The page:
Secondhand Smoking Just as Dangerous

The days of lighting up in College Station may be numbered. The city is considering a ban on smoking in bars, restaurants and workplaces. Proponents of the change say their main concern is secondhand smoke.

Almost everyone knows that smoking is hazardous to your health, but now experts say even being near someone smoking is just as dangerous, if not more.

"The vast majority of exposure happens in the workplace or home and per the CDC's website, there is no risk-free amount of exposure. One exposure, they say is dangerous," said Dr. Garth Morgan, a family practice physician in College Station.

In fact, 65,000 deaths are blamed on secondhand smoke every year, causing not just cancer, but bronchitis, pneumonia, heart attack and stroke.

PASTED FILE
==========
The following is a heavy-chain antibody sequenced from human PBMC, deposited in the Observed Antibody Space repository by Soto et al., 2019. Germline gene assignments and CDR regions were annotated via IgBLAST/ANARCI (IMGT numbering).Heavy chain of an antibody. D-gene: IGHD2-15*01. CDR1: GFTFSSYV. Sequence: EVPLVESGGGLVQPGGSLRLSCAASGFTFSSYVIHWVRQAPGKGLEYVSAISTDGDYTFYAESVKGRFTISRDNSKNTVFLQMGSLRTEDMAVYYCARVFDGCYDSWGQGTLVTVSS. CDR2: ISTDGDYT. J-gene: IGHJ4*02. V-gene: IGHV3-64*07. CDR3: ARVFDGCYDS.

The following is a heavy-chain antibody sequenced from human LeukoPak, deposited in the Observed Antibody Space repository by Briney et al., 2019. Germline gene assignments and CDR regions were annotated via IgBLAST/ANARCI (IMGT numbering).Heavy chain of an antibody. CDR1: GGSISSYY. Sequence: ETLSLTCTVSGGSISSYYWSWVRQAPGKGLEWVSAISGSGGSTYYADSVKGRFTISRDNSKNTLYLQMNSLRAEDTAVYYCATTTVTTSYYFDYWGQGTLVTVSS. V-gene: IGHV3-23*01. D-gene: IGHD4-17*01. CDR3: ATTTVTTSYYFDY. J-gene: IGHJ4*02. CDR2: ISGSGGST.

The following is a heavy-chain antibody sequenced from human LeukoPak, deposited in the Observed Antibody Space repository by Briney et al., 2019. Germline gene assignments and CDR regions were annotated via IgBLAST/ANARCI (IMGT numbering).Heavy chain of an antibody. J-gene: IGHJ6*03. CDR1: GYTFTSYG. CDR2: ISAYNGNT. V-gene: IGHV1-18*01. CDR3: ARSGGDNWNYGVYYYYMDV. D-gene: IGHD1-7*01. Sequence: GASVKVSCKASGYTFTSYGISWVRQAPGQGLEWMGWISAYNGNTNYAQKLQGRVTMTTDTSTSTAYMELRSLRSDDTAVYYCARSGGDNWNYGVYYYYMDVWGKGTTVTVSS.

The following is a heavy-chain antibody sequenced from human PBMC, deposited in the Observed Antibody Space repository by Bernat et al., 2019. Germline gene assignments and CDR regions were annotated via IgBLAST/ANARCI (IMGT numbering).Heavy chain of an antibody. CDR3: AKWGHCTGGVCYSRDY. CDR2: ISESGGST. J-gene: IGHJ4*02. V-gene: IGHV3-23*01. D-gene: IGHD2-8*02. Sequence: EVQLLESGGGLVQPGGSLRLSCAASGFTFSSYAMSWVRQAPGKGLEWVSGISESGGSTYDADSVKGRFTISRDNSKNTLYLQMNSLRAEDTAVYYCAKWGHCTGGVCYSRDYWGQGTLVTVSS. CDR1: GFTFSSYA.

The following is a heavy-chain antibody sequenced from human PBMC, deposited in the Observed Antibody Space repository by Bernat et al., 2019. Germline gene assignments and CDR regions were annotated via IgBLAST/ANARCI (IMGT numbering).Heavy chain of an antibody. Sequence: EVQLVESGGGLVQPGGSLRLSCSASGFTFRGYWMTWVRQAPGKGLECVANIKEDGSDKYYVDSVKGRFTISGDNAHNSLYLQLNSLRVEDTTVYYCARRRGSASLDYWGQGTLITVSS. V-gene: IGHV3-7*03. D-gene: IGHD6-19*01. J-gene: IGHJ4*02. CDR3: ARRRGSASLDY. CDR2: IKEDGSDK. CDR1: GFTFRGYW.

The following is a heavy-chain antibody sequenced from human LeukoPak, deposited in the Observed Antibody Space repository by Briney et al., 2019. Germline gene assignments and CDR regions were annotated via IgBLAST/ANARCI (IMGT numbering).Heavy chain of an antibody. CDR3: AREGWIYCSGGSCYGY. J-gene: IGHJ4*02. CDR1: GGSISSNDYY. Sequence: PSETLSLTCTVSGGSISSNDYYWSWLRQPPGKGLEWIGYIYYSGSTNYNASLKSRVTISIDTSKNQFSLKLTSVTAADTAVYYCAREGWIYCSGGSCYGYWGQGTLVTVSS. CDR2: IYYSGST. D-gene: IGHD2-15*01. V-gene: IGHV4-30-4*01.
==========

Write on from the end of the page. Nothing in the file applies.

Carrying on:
And it's even worse for children.

Morgan says nearly 300,000 known cases of bronchitis and pneumonia are caused in children under 18 months of age due to secondhand exposure.

And new studies indicate another smoking hazard is looming.

Third hand smoke refers to tobacco particles that linger, long after the smoke has cleared.

"The particles settle on the furniture, on the drapes, on the floor. Someone who comes in later, such as a baby crawling on the floor, they've shown these babies have exposure to the tobacco chemical," explains Morgan.

But before people get fired up about third hand smoke, the dust must first settle over the public smoking debate.

"If you ban those practices where other people can be exposed to them, you're less likely to have unnecessary disease," says Morgan.

The College Station City Council will vote on the proposed smoking changes January 22, following a public hearing.

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